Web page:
Although the Port Authority claims the infilling of the docks and pool can be reversed, it isn’t at all clear in what circumstances that would take place and at whose expense.
Each of those points was addressed by Cllr George Manning, representing Pembroke Dock Town Council, and Mr Adrian James, representing The Commodore Trust.
The Port Authority acknowledges its development will come at a cost to the historic Royal Dockyard’s heritage infrastructure and important heritage assets.
However, and despite that, the Port points to the economic benefits of the development. In short, the Port Authority says the economic advantages of building outweigh the value of the site’s heritage.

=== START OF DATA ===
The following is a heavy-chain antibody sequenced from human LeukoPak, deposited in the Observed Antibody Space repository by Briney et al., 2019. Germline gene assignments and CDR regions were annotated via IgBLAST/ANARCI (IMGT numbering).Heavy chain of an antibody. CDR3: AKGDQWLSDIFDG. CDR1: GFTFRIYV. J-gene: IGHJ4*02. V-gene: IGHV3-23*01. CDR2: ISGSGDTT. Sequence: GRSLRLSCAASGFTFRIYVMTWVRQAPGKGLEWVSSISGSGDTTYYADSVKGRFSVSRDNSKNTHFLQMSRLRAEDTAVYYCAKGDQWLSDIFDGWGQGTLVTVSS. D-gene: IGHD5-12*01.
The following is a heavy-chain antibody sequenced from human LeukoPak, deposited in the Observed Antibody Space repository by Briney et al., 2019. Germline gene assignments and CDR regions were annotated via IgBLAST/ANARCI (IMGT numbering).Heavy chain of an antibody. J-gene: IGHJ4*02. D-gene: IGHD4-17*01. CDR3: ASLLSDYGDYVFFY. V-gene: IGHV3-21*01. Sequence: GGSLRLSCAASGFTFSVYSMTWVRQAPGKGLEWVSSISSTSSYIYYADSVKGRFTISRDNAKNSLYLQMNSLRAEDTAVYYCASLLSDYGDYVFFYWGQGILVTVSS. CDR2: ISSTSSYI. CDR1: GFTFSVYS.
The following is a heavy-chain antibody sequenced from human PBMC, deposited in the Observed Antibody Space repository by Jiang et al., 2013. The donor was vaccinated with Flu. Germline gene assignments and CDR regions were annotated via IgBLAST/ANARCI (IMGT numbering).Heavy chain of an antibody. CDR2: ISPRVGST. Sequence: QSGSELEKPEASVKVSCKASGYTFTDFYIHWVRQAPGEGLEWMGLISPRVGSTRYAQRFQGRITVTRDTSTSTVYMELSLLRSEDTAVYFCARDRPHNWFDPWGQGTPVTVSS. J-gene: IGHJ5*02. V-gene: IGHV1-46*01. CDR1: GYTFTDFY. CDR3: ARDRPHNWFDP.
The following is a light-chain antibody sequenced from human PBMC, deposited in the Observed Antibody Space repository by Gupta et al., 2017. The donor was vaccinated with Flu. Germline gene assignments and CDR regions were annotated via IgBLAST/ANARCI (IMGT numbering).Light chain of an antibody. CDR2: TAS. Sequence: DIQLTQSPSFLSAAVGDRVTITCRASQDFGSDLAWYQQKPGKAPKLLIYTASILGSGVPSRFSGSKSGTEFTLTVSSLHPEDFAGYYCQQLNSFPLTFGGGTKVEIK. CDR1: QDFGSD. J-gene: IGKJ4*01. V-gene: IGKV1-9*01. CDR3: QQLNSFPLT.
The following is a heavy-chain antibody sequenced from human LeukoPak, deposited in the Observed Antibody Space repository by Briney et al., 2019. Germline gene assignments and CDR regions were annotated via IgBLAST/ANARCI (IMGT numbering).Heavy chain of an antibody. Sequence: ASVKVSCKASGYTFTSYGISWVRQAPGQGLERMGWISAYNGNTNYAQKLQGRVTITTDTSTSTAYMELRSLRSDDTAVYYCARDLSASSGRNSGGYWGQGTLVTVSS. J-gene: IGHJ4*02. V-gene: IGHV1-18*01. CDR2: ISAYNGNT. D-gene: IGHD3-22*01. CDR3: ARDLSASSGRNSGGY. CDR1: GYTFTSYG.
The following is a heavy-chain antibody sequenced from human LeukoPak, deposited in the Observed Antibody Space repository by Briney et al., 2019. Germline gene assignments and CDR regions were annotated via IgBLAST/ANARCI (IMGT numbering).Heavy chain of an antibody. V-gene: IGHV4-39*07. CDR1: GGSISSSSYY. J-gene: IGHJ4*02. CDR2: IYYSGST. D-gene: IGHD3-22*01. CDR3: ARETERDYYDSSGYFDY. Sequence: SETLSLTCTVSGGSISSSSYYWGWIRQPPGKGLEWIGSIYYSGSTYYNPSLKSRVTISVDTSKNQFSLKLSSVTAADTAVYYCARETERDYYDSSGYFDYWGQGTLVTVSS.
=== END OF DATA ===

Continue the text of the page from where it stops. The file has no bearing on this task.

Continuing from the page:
That development’s scheduled to include:
- large scale creation of external laydown and fabrication spaces
- construction of a supersize slipway
- new workboat berthing
- development of some of the Port’s heritage buildings into office spaces
- construction of a light assembly and maintenance building
The Port claims the development will create many jobs and attract massive capital investment to Pembroke Dock, a town in dire need of industrial regeneration.
Taking a broader view, the Port Authority points to the desirability of Pembrokeshire getting ahead of the curve in the development of new and renewable energy sources.
This week alone, the UK Government set ambitious carbon reduction targets.
Those targets will necessarily influence the viability of Pembrokeshire’s existing oil and fuel industry.
SPECULATE TO ACCUMULATE